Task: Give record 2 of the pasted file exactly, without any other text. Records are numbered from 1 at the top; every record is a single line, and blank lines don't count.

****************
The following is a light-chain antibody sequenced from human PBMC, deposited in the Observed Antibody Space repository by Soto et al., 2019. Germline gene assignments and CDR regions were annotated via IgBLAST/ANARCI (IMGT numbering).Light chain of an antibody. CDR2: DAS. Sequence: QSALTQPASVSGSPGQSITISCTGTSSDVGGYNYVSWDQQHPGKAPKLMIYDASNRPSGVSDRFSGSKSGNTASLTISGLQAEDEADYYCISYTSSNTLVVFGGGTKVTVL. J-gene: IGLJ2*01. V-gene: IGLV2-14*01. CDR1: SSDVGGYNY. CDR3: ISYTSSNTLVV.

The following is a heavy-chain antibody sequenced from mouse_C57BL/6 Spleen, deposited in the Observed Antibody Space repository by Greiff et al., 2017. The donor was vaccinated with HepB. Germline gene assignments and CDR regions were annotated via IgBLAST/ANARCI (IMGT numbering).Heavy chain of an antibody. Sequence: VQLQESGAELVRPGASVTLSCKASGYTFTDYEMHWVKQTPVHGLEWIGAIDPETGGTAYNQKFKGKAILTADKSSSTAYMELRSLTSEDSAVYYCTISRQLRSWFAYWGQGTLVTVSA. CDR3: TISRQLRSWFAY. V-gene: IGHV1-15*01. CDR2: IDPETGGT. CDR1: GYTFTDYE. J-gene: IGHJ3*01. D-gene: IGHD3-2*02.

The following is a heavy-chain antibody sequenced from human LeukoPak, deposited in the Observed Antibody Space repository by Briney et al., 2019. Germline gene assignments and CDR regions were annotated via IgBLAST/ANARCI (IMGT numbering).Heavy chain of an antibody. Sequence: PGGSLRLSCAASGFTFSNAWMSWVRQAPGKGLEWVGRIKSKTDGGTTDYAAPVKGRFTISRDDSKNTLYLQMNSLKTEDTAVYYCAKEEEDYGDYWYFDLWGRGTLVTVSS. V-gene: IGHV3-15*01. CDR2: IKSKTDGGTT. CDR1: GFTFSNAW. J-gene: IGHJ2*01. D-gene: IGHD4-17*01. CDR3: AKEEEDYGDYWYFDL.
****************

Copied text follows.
The following is a heavy-chain antibody sequenced from mouse_C57BL/6 Spleen, deposited in the Observed Antibody Space repository by Greiff et al., 2017. The donor was vaccinated with HepB. Germline gene assignments and CDR regions were annotated via IgBLAST/ANARCI (IMGT numbering).Heavy chain of an antibody. Sequence: VQLQESGAELVRPGASVTLSCKASGYTFTDYEMHWVKQTPVHGLEWIGAIDPETGGTAYNQKFKGKAILTADKSSSTAYMELRSLTSEDSAVYYCTISRQLRSWFAYWGQGTLVTVSA. CDR3: TISRQLRSWFAY. V-gene: IGHV1-15*01. CDR2: IDPETGGT. CDR1: GYTFTDYE. J-gene: IGHJ3*01. D-gene: IGHD3-2*02.